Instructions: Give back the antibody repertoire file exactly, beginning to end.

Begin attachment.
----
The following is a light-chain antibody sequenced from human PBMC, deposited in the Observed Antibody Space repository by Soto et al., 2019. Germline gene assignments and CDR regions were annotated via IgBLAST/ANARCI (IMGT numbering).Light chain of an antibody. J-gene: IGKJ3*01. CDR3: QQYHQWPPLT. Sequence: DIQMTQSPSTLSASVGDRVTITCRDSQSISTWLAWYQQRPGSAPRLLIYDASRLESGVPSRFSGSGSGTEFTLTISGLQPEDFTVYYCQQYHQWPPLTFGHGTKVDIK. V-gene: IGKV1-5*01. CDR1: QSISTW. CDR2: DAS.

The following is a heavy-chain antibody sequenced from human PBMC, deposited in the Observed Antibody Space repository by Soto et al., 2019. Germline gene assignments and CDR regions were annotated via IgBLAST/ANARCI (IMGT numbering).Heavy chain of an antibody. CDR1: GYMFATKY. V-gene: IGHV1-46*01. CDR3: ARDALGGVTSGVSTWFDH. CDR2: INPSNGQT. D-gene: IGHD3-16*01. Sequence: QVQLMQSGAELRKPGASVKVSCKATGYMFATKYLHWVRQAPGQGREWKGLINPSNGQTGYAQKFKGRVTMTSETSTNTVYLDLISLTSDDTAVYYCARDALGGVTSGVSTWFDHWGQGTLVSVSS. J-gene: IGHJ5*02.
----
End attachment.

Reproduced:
The following is a light-chain antibody sequenced from human PBMC, deposited in the Observed Antibody Space repository by Soto et al., 2019. Germline gene assignments and CDR regions were annotated via IgBLAST/ANARCI (IMGT numbering).Light chain of an antibody. J-gene: IGKJ3*01. CDR3: QQYHQWPPLT. Sequence: DIQMTQSPSTLSASVGDRVTITCRDSQSISTWLAWYQQRPGSAPRLLIYDASRLESGVPSRFSGSGSGTEFTLTISGLQPEDFTVYYCQQYHQWPPLTFGHGTKVDIK. V-gene: IGKV1-5*01. CDR1: QSISTW. CDR2: DAS.

The following is a heavy-chain antibody sequenced from human PBMC, deposited in the Observed Antibody Space repository by Soto et al., 2019. Germline gene assignments and CDR regions were annotated via IgBLAST/ANARCI (IMGT numbering).Heavy chain of an antibody. CDR1: GYMFATKY. V-gene: IGHV1-46*01. CDR3: ARDALGGVTSGVSTWFDH. CDR2: INPSNGQT. D-gene: IGHD3-16*01. Sequence: QVQLMQSGAELRKPGASVKVSCKATGYMFATKYLHWVRQAPGQGREWKGLINPSNGQTGYAQKFKGRVTMTSETSTNTVYLDLISLTSDDTAVYYCARDALGGVTSGVSTWFDHWGQGTLVSVSS. J-gene: IGHJ5*02.